“A glittering account of the most perfect of all operettas, with an incredibly starry cast, all in peak condition. Karl Böhm's conducting is relaxed but sparkling.” (BBC Music Magazine)
This DVD of Ariadne is a 1978 film based on Filippo Sanjust’s Vienna State Opera production. The bustling Prologue is set in the backstage area of the mogul’s palace and the 18th century costumes fit neatly. In the opera proper, the stage is transformed into a very stagey desert island with an improbable set of stairs leading to the heroine’s cave, the action spilling over into the theatre’s side boxes at times. While there’s nothing particularly imaginative about the production, it never distracts from the main event–the music. Strauss was profligate in his melodic gifts, his ability to make a reduced orchestra sound big, and his wonderful obsession with the female voice, which yields many glorious moments in the opera. Lavish casting helps.
Karl August Leopold Böhm (1894 – 1981) was an Austrian conductor. (…) Böhm was praised for his rhythmically robust interpretations of the operas and symphonies of Mozart, and in the 1960s he was entrusted with recording all the Mozart symphonies with the Berlin Philharmonic. His brisk, straightforward way with Wagner won adherents, as did his readings of the symphonies of Brahms, Bruckner and Schubert. His 1971 complete recording of the Beethoven symphonies with the Vienna Philharmonic was also highly regarded. On a less common front, he championed and recorded Alban Berg's avant-garde operas Wozzeck and Lulu before they gained a foothold in the standard repertory. Böhm mentioned in the notes to his recordings of these works that he and Berg discussed the orchestrations, leading to changes in the score (as he had similarly done, previously, with Richard Strauss). He received numerous honors, among them first Austrian Generalmusikdirektor in 1964.
As Strauss' largest and most ambitious work, "Die Frau ohne Schatten" demands attention, even though it is one of his most problematic operas. It contains some of the composer's most stirring and sumptuous music, and its story is full of drama and roiling human passions – in fact, perhaps it is its surfeit of ideas and emotion and symbolism and intensity that makes it difficult to approach. Hugo von Hofmannsthal's heavily allegorical libretto was cobbled together from a variety of mythologies, yet he manages to humanize the characters so that they are not merely archetypes. Strauss' music is nearly relentlessly tumultuous, what some might call overwrought, yet he too makes us empathize with the characters. The key to making the gigantic, unwieldy opera into a cogent and balanced musical drama falls largely to the conductor, and Karl Böhm, leading the Vienna Philharmonic, is able give it the shape it needs to succeed in making believers of the audience. He is assisted by a first-rate cast, which more than rises to the composer's extravagant vocal and dramatic demands – the opera requires large voices able to convey larger-than-life personalities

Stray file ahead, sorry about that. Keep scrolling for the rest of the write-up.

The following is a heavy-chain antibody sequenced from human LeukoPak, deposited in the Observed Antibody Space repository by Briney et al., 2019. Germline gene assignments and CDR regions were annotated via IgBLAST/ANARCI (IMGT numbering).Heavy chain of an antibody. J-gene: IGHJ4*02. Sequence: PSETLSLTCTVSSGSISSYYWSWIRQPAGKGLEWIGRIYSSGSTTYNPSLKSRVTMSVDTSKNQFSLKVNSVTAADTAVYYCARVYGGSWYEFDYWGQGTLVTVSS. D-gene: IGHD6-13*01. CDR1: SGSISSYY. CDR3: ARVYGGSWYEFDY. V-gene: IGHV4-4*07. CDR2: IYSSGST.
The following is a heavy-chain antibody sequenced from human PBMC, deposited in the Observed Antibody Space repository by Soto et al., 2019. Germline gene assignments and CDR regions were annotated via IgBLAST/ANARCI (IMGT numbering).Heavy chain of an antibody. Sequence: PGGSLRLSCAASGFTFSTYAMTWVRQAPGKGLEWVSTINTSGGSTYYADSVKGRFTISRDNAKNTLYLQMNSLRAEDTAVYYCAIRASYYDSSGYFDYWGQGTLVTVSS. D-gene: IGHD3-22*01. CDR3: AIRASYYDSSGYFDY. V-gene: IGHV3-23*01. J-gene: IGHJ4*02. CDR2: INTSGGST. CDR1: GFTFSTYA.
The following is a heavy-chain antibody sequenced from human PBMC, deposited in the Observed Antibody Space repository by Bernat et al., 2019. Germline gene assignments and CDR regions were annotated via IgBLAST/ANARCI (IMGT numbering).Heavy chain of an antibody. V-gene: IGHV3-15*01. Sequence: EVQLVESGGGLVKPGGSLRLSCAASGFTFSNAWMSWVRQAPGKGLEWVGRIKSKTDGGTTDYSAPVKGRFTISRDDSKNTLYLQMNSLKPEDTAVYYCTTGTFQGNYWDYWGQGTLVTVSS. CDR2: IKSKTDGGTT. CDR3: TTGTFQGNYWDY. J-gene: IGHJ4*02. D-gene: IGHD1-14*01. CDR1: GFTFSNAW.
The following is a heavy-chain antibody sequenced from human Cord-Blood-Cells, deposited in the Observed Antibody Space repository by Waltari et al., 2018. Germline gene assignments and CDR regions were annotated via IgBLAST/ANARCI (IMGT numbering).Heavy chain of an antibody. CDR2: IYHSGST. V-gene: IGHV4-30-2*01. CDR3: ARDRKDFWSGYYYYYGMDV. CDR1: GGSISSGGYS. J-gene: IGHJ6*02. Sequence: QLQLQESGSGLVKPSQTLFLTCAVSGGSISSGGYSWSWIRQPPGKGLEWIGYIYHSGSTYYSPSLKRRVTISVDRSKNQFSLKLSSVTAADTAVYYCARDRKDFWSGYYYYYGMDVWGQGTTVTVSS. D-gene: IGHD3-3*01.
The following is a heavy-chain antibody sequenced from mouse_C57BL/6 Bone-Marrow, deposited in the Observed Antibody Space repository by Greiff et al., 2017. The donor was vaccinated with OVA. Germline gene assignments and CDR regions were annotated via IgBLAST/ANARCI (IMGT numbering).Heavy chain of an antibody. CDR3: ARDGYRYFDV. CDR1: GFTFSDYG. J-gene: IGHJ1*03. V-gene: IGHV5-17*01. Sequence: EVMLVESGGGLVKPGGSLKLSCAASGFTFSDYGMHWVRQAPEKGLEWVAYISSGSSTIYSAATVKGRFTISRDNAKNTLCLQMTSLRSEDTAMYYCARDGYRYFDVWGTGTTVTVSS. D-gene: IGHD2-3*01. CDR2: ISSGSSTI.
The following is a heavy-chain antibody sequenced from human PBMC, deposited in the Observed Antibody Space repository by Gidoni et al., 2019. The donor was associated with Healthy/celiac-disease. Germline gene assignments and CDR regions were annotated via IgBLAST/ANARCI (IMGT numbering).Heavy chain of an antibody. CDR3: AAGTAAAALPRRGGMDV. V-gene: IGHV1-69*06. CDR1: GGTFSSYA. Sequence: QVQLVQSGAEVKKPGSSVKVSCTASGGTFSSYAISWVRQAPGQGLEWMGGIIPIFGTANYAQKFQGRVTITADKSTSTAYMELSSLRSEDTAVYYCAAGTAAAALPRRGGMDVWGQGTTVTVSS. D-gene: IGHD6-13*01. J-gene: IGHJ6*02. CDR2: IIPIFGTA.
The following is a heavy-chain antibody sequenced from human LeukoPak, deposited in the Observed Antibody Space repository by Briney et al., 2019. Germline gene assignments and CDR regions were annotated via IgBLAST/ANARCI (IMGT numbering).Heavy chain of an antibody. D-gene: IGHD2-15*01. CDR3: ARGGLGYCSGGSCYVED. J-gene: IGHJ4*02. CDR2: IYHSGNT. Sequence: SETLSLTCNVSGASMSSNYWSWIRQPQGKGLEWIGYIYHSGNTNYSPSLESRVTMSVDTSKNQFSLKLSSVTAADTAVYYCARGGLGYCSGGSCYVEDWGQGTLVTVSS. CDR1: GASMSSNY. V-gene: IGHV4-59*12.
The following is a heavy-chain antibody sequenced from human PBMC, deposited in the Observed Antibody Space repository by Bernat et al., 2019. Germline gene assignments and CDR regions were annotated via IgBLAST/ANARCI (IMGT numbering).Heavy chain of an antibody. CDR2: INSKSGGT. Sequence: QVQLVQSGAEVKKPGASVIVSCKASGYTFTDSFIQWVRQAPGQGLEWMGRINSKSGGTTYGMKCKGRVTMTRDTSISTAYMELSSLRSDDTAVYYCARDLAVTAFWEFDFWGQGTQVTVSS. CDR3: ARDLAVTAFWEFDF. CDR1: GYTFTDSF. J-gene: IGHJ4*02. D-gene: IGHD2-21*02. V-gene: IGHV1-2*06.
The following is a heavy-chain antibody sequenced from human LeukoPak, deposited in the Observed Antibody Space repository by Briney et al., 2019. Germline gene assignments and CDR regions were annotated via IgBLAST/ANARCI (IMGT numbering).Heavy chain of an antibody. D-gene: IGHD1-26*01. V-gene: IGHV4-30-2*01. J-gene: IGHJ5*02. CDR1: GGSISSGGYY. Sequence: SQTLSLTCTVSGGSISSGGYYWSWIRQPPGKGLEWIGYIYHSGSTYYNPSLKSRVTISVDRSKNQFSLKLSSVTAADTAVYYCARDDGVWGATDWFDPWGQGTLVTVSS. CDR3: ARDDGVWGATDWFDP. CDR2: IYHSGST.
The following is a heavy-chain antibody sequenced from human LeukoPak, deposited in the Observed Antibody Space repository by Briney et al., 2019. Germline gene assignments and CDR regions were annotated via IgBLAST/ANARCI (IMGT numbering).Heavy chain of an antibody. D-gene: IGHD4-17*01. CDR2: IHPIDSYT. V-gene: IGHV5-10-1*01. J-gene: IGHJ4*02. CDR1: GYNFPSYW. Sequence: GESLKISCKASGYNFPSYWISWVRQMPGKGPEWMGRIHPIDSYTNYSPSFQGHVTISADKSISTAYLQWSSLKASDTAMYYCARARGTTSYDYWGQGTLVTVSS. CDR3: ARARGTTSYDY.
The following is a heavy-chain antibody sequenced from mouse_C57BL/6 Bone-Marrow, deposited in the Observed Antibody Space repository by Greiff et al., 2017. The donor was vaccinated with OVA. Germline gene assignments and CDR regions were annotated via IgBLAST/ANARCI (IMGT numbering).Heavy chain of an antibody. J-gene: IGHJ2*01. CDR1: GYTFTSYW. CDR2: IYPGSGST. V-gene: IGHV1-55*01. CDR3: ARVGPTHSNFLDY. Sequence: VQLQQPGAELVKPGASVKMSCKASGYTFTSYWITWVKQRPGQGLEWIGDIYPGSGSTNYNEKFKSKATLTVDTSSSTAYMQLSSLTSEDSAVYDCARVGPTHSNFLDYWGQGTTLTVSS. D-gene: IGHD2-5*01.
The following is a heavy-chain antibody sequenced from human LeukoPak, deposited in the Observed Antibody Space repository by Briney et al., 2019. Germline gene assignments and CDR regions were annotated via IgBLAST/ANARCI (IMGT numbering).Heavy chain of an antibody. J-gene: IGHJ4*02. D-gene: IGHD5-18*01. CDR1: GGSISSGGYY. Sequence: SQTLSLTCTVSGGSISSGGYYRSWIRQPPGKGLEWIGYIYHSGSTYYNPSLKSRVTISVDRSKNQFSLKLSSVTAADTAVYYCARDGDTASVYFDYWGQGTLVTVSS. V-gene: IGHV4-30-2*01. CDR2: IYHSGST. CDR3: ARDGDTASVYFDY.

The Originals Series offers listeners the opportunity to explore key albums from the Yellow Labels LP era and experience the power and passion of performances by a host of visionary artists. Now DG welcomes ten new titles to the range, including some of Karl Böhms recordings of Mozart wind concertos which have always been considered among the best. Here, the Wiener Philharmoniker principal Gunter Hogner demonstrates his skill and agility on the Viennese horn in Mozarts four horn concertos. Günter Högner plays with much character, and no-one will be disappointed with the DG issue, which is beautifully recorded and has splendid accompaniments from the WP under Böhm.
"Musikalisch dichte, klanglich prächtig ausbalancierte und das Primat der Sänger wahrende Aufnahme, deren Schönheit aus der Gesamtwirkung resultiert…Im Gesamteindruck setzt diese Aufnahme große Wagner-Tradition mit großer Bestimmtheit und Überzeugungskraft fort." ~Hermes Opernlexikon